Going Native: New Trail Introduces Us to the Local Flora

Posted on 22 May 2009

So, how many native species of trees and shrubs can you recognize while hiking in the woods around Sag Harbor? Thanks to recent efforts by members of the Friends of the Long Pond Greenbelt (FLPG), now even the most horticulturally challenged hikers will be able to tell the difference between, say, a black tupelo and an American beech.

Last weekend, volunteers from the FLPG headed out into the woods behind Southampton Town’s Long Pond Greenbelt Nature Center to install tree identification markers along part of the trail system. Mounted on 4” x 4” posts, the vinyl identification signs include both the Latin and common name of 20 species of native trees and shrubs found along the trail — including bayberry, high and low bush blueberry, hickory and three types of oak.

“It’s a short loop trail. There are about three markers of each type, as you circle around you see them twice again. By then you should know what you’ve seen,” said Dai Dayton of the FLPG who explained that the idea for the trail came about because of the sheer variety of species found in the area.

“Whenever I led hikes in the Greenbelt, I noticed that one trail along Crooked Pond had nearly every native tree on it,” said Dayton. “I thought it would be nice if people could see the names of the trees and we could get identification markers on that stretch.”

“We were talking about it for years and had some Scouts interested in helping us, but it never happened.”

Then Dayton applied for a Southampton Town Human Resources grant for the project.

“They must’ve liked the idea because they gave it to us,” she said. “Our next step is to do a brochure with a lot more species that you can pick up at the kiosk by the nature center and take along on other trails. We also have a big map showing a list of trees and shrubs. We’re hoping it will become an educational trail and kids will come with their school group, do the trail and go back to the nature center.”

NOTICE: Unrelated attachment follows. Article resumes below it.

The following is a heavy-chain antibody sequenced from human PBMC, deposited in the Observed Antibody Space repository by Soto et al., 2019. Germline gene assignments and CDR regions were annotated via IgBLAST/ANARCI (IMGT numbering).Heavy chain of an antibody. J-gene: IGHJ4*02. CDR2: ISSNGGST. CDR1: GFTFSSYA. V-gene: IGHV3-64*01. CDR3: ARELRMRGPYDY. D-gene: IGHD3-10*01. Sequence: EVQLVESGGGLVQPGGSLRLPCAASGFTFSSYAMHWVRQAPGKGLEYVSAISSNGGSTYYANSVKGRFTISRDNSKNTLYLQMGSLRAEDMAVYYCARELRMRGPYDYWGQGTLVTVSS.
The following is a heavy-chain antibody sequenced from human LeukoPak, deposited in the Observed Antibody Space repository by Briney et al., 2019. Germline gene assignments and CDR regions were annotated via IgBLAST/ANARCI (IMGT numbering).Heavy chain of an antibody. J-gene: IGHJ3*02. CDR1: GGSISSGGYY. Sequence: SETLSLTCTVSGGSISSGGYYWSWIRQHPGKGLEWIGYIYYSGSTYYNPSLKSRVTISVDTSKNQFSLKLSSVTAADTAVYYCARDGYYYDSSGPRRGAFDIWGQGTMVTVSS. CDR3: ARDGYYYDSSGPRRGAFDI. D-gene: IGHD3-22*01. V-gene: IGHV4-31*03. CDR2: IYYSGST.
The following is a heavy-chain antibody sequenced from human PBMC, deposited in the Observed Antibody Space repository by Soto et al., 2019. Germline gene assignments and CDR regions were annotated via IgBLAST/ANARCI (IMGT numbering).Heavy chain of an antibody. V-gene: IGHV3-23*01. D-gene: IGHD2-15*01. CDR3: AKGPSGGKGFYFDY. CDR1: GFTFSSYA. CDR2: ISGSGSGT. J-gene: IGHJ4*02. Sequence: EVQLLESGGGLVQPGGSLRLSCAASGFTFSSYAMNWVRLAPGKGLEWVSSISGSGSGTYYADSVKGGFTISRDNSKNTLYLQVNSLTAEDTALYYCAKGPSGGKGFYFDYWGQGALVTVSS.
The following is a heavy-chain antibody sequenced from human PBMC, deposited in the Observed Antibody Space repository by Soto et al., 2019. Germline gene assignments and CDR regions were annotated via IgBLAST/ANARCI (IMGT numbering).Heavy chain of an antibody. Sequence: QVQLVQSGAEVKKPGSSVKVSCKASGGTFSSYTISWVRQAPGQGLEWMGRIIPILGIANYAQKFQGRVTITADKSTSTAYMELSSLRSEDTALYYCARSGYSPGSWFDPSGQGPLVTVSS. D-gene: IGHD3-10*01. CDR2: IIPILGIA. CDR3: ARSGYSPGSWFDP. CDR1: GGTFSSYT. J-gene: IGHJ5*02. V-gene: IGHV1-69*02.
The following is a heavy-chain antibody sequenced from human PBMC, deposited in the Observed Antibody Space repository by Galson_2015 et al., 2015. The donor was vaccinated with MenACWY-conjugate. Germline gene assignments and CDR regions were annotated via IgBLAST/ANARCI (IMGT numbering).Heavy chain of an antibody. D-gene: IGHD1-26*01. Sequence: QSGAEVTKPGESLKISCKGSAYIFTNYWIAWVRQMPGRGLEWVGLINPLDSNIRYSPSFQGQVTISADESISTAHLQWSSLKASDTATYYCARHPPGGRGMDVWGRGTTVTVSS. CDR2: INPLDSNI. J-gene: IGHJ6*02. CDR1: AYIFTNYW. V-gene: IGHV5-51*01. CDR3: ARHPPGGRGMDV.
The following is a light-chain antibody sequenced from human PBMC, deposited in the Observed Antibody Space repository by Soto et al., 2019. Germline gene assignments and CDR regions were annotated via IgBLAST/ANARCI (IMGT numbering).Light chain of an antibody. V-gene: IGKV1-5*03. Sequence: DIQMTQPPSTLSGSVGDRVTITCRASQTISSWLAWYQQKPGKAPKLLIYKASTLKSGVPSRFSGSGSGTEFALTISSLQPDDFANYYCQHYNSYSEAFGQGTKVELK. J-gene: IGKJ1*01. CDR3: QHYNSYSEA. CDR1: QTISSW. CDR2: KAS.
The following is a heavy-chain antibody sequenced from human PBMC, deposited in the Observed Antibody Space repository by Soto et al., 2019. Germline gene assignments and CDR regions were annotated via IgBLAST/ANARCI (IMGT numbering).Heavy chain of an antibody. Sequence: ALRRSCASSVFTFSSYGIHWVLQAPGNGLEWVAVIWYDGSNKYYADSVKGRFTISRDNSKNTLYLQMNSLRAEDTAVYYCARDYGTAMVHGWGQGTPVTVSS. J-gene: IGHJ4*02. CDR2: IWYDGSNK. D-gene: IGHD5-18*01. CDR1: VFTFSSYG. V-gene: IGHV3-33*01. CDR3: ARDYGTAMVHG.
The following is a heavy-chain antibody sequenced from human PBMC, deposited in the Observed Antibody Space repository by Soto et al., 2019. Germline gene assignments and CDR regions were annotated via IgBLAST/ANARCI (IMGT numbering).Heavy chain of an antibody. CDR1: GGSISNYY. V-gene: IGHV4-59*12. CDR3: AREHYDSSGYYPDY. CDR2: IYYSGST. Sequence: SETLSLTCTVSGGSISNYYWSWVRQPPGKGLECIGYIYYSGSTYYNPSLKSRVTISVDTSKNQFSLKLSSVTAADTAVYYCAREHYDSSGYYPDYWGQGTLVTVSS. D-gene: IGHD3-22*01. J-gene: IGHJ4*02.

Officially known as the William B. Sickles Tree Identification trail, the loop is named for retired Suffolk County Parks Department Supervisor William B. Sickles — the recipient of this year’s Champion of the Greenbelt award. The award was established by Friends of the Long Pond Greenbelt in 2008 to recognize individuals who have made outstanding contributions to the preservation and stewardship of the Greenbelt. Sickles, explained Dayton, was the driving force behind development of an integrated management plan for the Greenbelt.

“He’s always helped us in the Greenbelt,” said Dayton. “The management plan took five years and is really the stewardship plan for the Greenbelt — and although it has not been officially adopted, the town follows it. The plan tackles the questions of use and what would and wouldn’t be appropriate because it is a nature preserve. It also defines the hydrological boundaries of the Greenbelt which helps with acquisitions.”

“It’s really a great book,” added Dayton. “It talks about coastal plain ponds and explains how the Greenbelt works. Statewide, Crooked Pond is a very special area, it’s fragile and has a lot of plants and animals you don’t find anywhere else.”

This Saturday, May 23, members of the Friends of the Long Pond Greenbelt will gather at the Long Pond Greenbelt Nature Center for their annual meeting and to christen the new trail. The event starts with a hike at 10:15 a.m. followed by the meeting at 11 a.m. and a complimentary lunch at noon. New members are welcome to join that day. Annual membership is a suggested donation of $20. The Long Pond Greenbelt Nature Center is located at 1061 Bridgehampton/Sag Harbor Turnpike, Bridgehampton. Parking at the site is limited and guests are asked to park along the turnpike and walk in to the nature center if possible. For more information, call Dai Dayton at 745-0689.


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